THPB —  Poster Session   (13-Sep-12   16:00—18:00)
Paper Title Page
THPB002 Preliminary Study of Proton Beam Transport in a 10 MeV Dielectric Wall Accelerator 840
  • J. Zhu, S. Chen, J. Deng, Y. Shen, J. Shi, W.D. Wang, L.S. Xia, H. Zhang, L.W. Zhang
    CAEP/IFP, Mainyang, Sichuan, People's Republic of China
  • Y. Liu
    Institute of Fluid Physics, China Academy of Engineering Physics, Mianyang, Sichuan, People's Republic of China
  Funding: Nuclear Energy Technology Development project; National Natural Science Foundation of China (11035004)
A novel proton accelerator based on Dielectric Wall Accelerator (DWA) technology is being developed at Institute of Fluid Physics (IFP). The accelerating gradient will be 20 MV/m or even higher based on current high gradient insulator (HIG) performance. Theoretical study and numerical simulation of accelerating the proton beam to 10 MeV by virtual traveling wave method is presented in this paper. The beam dynamics under accelerating pulse with or without flattop is discussed.
THPB003 R&D Activities on High Intensity Superconducting Proton Linac at RRCAT 843
  • S.C. Joshi, J. Dwivedi, P.D. Gupta, P.R. Hannurkar, P. Khare, P.K. Kush, G. Mundra, A. Puntambekar, S.B. Roy, P. Shrivastava
    RRCAT, Indore (M.P.), India
  Raja Ramanna Centre for Advanced Technology (RRCAT), Indore has taken up a program on development of 1 GeV high intensity superconducting proton linac for Spallation Neutron Source. This will require several multi-cell superconducting cavities operating at different RF frequencies. To start with, a number of single-cell prototype cavities at 1.3 GHz have been developed in high RRR bulk niobium. These single-cell cavities have exhibited high quality factor and accelerating gradients. Superconducting properties of niobium are being studied for varying composition of impurities and different processing conditions. Development activity on solid state RF amplifiers to power the SCRF cavities at various RF frequencies is being pursued. A building has been constructed to house the SCRF cavity fabrication and processing facility. To characterize SCRF cavity, a 2 K Vertical Test Stand is being set up including a 2 K cryostat, RF power supply and data acquisition system. Design activities for cryomodule and large 2 K cryostat for Horizontal Test Stand are also under progress. The paper will discuss the status of above R&D activities and infrastructure development at RRCAT.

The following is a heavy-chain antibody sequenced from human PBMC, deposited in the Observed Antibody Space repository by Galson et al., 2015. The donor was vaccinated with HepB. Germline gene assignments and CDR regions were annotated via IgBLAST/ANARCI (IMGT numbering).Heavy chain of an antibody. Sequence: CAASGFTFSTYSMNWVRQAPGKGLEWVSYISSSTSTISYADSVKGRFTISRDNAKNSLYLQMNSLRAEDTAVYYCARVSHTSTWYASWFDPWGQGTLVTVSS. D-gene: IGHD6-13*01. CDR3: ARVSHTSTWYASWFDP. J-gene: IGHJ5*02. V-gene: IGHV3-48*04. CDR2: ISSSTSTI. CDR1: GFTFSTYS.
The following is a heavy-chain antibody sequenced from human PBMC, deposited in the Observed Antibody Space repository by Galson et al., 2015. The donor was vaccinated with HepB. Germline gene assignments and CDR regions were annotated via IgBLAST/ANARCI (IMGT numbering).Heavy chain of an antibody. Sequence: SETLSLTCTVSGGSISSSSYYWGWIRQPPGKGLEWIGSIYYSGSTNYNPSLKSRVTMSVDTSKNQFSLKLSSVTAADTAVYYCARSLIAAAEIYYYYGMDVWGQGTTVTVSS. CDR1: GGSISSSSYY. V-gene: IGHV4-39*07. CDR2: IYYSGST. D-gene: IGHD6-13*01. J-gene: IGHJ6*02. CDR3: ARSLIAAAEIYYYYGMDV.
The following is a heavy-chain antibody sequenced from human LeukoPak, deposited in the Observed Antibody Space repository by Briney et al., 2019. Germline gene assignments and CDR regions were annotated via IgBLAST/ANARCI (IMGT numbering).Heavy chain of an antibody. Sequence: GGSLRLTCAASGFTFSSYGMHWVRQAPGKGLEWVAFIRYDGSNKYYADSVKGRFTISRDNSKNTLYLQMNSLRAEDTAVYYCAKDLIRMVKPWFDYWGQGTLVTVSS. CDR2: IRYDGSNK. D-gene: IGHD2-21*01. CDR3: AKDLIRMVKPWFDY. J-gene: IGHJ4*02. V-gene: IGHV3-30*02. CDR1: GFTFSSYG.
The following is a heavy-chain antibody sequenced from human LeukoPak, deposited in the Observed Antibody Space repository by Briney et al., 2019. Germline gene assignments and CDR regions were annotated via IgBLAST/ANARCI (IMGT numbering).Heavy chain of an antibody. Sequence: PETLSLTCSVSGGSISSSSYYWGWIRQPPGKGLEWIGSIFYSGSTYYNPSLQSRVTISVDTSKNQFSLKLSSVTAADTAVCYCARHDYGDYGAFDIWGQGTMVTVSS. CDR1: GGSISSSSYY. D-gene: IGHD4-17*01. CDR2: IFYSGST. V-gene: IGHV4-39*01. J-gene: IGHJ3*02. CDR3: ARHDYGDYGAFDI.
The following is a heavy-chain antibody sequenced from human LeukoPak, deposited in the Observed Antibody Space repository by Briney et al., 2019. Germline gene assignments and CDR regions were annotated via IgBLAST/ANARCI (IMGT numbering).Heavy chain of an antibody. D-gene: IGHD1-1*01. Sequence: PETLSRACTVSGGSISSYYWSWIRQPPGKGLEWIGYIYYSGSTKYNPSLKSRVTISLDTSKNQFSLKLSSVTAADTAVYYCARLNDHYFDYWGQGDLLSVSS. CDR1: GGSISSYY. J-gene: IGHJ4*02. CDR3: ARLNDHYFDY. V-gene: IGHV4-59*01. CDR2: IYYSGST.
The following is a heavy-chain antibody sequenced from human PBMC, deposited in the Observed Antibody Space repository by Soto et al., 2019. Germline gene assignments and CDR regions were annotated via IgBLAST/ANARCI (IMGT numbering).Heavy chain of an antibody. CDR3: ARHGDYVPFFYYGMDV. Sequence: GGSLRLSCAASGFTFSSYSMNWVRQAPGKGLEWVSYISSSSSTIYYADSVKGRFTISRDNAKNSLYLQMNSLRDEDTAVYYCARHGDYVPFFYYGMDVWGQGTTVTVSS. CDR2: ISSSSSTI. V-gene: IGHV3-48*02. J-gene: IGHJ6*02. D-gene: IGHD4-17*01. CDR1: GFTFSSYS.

THPB004 Current Status of the RAL Front End Test Stand (FETS) Project 846
  • D.C. Plostinar, C. Gabor
    STFC/RAL/ASTeC, Chilton, Didcot, Oxon, United Kingdom
  • S.M.H. Alsari, M. Aslaninejad, A. Kurup, J.K. Pozimski, P. Savage
    Imperial College of Science and Technology, Department of Physics, London, United Kingdom